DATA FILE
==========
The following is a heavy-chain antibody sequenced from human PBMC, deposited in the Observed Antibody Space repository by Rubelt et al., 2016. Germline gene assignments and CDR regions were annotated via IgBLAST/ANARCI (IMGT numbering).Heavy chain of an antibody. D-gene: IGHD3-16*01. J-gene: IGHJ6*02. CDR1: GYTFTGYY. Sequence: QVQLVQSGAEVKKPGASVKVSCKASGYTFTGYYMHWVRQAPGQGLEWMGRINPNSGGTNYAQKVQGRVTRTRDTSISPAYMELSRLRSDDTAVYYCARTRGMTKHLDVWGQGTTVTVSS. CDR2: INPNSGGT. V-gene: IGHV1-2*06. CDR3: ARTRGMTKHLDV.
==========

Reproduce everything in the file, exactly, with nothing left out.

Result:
The following is a heavy-chain antibody sequenced from human PBMC, deposited in the Observed Antibody Space repository by Rubelt et al., 2016. Germline gene assignments and CDR regions were annotated via IgBLAST/ANARCI (IMGT numbering).Heavy chain of an antibody. D-gene: IGHD3-16*01. J-gene: IGHJ6*02. CDR1: GYTFTGYY. Sequence: QVQLVQSGAEVKKPGASVKVSCKASGYTFTGYYMHWVRQAPGQGLEWMGRINPNSGGTNYAQKVQGRVTRTRDTSISPAYMELSRLRSDDTAVYYCARTRGMTKHLDVWGQGTTVTVSS. CDR2: INPNSGGT. V-gene: IGHV1-2*06. CDR3: ARTRGMTKHLDV.